The ground was so rocky that it was almost uncomfortable, but when she suggested we lay down and just look up at the stars I said that it sounded like an excellent idea. At this point it was roughly four or five o’clock in the morning and we were both, to put it lightly, freezing our asses off. Our bodies took turns shaking and shivering like kites in the wind. In spite of all of this, I was hoping that there might be some newfound spark between the two of us to keep us warm, given the circumstances: She was remarkably pretty, her small face coming together in sharp Dutch lines. I like to think of myself as more handsome than your average sonofabitch, and had cleaned up my beard earlier that day. We were in the hills of France watching the stars and waiting for the sunrise. And we had both been flirting with the idea of flirting with one another all night.
Now, for a moment, I want you to imagine a jet plane with two huge Dreamliner engines. Don’t worry, nobody is in it. Hell, nobody is even flying the damn thing. I don’t even know how it got up there in the first place. It’s just floating and drifting alone through the sky, minding its own business, when suddenly it takes a dive and crashes nose-first into the mouth of an active volcano, which subsequently spits it out into a mess of molten metal and tiny bags of complimentary snacks.
That’s when I kissed her. And she kissed me back, but only somewhat enthusiastically. Let’s just say it left a severely burnt taste in my mouth, not much unlike that of freshly charred airline peanuts. I apologized for making her uncomfortable, but she stopped me. “It’s OK. I just don’t know anything about you,” she offered almost regretfully. She was being honest, which I admired. Honest moments are hard to come by. “Well, you could,” I said with a hopeless smile, “What would you like to know about me?” But she said that I wasn’t allowed to ask that, however, because I would just be giving her the answers she was looking for, nothing that I volunteered myself. I laughed it off in an attempt to put out the fire, but she persisted, so I started rambling on and on about…well, I don’t really remember. But she laughed from time to time and was still radiating energy. That energy you feel from someone – the energy you recognize instinctively in your gut – is more important than anything.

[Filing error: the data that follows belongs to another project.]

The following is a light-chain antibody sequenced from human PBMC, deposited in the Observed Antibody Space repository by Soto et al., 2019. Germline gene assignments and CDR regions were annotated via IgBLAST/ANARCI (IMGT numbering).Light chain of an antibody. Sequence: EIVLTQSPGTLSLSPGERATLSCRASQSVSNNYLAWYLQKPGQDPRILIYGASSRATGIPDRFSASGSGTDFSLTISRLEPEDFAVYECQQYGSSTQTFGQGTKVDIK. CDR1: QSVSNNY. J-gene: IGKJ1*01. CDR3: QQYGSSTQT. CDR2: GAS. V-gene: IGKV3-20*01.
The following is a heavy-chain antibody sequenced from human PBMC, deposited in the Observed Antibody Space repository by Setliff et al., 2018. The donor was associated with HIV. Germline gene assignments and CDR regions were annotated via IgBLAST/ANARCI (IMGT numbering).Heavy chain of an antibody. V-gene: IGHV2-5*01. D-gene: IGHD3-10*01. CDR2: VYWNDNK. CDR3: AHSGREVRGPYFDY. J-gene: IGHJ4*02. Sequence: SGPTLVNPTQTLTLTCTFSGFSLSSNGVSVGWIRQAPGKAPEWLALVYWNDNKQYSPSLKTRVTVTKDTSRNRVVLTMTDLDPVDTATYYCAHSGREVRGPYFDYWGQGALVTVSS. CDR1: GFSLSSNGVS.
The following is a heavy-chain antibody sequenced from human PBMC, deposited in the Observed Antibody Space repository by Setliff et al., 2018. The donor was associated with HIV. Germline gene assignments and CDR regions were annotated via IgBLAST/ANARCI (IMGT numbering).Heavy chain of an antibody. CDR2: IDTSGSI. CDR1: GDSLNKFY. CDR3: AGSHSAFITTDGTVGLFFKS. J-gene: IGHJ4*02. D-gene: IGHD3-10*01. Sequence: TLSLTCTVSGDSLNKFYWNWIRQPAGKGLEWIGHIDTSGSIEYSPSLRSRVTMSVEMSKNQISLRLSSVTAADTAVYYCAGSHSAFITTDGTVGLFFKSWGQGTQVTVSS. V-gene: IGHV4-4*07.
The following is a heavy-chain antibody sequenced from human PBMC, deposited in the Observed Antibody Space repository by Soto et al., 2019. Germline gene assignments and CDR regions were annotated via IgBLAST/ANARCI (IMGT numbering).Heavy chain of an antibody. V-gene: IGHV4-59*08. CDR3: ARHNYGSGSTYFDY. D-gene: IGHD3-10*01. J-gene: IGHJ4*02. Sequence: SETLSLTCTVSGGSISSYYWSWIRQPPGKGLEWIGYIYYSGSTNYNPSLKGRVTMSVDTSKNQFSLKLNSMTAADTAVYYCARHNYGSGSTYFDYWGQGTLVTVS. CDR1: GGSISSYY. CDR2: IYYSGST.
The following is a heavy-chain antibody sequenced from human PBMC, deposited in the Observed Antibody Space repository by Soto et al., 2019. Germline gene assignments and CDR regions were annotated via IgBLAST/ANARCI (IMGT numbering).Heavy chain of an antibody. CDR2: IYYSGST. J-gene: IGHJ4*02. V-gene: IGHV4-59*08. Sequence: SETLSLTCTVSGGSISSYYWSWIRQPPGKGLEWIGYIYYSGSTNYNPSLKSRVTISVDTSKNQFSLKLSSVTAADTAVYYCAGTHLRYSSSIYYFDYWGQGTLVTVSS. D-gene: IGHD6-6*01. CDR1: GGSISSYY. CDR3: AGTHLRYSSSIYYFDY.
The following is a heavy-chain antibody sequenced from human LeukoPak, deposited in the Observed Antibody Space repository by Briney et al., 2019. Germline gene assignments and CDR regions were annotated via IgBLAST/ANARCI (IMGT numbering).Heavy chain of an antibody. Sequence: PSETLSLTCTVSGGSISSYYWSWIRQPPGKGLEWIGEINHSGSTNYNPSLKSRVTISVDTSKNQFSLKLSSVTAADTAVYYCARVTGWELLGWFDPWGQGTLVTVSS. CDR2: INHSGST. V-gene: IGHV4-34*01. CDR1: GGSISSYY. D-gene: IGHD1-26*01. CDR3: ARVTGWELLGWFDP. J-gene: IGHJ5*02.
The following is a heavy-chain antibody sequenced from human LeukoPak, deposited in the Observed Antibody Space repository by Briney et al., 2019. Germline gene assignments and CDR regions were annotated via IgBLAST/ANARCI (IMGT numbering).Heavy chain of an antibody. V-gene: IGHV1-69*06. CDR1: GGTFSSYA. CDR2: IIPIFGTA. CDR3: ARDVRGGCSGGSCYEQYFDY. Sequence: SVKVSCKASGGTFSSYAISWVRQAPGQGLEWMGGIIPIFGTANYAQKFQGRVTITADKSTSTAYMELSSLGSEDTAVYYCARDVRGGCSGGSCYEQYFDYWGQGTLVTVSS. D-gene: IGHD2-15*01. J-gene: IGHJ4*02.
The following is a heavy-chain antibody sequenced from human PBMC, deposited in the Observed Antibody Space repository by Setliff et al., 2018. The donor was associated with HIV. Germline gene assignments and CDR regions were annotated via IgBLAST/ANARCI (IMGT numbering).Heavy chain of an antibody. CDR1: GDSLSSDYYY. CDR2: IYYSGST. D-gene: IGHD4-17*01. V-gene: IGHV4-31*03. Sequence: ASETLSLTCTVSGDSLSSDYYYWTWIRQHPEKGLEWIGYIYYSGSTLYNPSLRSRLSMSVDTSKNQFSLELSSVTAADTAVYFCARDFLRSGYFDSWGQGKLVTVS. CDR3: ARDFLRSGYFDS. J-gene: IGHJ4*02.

At that point I was talking too much so I turned the spotlight on her. She began discussing grand philosophical ideas, why certain things happen in our lives but others don’t, and left me to ponder, “How can we tell if anything is real?” I said I didn’t really know, save for Descartes’ I think, therefore I am credo. I started to ramble about consciousness and reality and perspectives, and how it’s much easier than we think to fool ourselves into believing something that we want to. But, looking back on the moment, I don’t think she was talking about any of that stuff at all.
Soon the sun began to creep into the background, casting our shadows down the hillside in-front of us. We moved from the little garden area to the rear-most point of the Notre Dame, the parking lot that had similarly shallow stone walls. There were those little coin-operated telescopes but neither of us had any change. So we sat on the edge just waiting, occasionally making small talk, and waiting some more. Finally the sun fully emerged over the distant mountains and flooded Marseille with streams of gold and orange light. A few of the morning shift workers pulled into the lot but didn’t give us a second look. They’d probably watched this scene countless times before. Such a cliché, they’d mumble to themselves. But there is still truth to be found in these cliché moments! I’d shout back.
It was now just after six o’clock and we were both beginning to drift. I felt a slight nudge and realized Anouk had fallen asleep with her head resting on my right shoulder. I thought about her, and then about some of the women I knew back West. It’s strange, the memories that sneak into your mind when you’re trying to forget everything. I imagined who might be thinking about me, too, half the world away. I thought it would be nice. But, as Robert McKee once said, “All fine stories flux with the rhythm of life.” As the sun continued to rise over France, it had set on our evening together.
We walked back down that inexplicably long cobblestone road, thumping and laboring with each declining step. Anouk was still bouncing, it seamed, albeit a bit slower. My hands were in my pocket trying to stay warm. Back at the hostel I walked her to her room, but she was still a few paces ahead of me and I think she once again forgot she wasn’t alone. I waived goodnight and spit out some words, thanking her for sharing the night with me. She smiled but was silent as she walked through her door and closed it. I went back to the room Harman and I had just two halls over. I found him in a deep trance-like sleep, and for a moment was deeply jealous. I crawled into my top-bunk fully clothed and collapsed onto the squeaky mattress, still in disbelief that I just watched the sunrise over the city, let alone snuck into the cathedral grounds. And we were in freakin’ France! I reminded myself. How can any of this be real? This feeling would follow me for the next three weeks. But I wouldn’t see Anouk again. I didn’t ask for any form of social media or way of contacting her. I wonder if she had been real all along, either.
Anouk, if you are somehow reading this, I hope your travels since have been everything you hoped for. Oh, and please tell your friend I’m terribly sorry for still not remembering her name. It was lovely meeting you.
I eventually forced myself to sleep and when I woke up just three hours and thirty seven minutes later, Harman and I began our last day in Marseille by having a breakfast of baguette, cereal, coffee, and orange juice in the kitchen of the Vertigo. Thankfully, Rémi was nowhere to be found.